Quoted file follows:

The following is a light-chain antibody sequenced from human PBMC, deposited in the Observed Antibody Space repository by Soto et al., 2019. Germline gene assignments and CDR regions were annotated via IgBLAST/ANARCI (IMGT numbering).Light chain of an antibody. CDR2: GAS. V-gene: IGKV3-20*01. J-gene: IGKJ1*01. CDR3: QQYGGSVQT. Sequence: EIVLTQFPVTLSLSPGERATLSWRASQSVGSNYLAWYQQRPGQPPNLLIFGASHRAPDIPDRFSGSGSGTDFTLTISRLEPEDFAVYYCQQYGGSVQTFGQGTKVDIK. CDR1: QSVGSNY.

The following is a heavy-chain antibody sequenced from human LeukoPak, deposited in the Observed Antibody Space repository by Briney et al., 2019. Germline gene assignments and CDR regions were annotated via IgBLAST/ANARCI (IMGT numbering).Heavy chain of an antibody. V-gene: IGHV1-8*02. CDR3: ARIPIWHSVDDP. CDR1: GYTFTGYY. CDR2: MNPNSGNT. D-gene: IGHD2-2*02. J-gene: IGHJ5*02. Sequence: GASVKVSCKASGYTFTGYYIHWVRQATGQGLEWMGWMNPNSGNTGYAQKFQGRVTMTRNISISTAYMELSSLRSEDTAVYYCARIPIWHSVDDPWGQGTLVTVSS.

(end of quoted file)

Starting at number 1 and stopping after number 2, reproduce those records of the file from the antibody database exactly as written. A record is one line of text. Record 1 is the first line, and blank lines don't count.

The following is a light-chain antibody sequenced from human PBMC, deposited in the Observed Antibody Space repository by Soto et al., 2019. Germline gene assignments and CDR regions were annotated via IgBLAST/ANARCI (IMGT numbering).Light chain of an antibody. CDR2: GAS. V-gene: IGKV3-20*01. J-gene: IGKJ1*01. CDR3: QQYGGSVQT. Sequence: EIVLTQFPVTLSLSPGERATLSWRASQSVGSNYLAWYQQRPGQPPNLLIFGASHRAPDIPDRFSGSGSGTDFTLTISRLEPEDFAVYYCQQYGGSVQTFGQGTKVDIK. CDR1: QSVGSNY.

The following is a heavy-chain antibody sequenced from human LeukoPak, deposited in the Observed Antibody Space repository by Briney et al., 2019. Germline gene assignments and CDR regions were annotated via IgBLAST/ANARCI (IMGT numbering).Heavy chain of an antibody. V-gene: IGHV1-8*02. CDR3: ARIPIWHSVDDP. CDR1: GYTFTGYY. CDR2: MNPNSGNT. D-gene: IGHD2-2*02. J-gene: IGHJ5*02. Sequence: GASVKVSCKASGYTFTGYYIHWVRQATGQGLEWMGWMNPNSGNTGYAQKFQGRVTMTRNISISTAYMELSSLRSEDTAVYYCARIPIWHSVDDPWGQGTLVTVSS.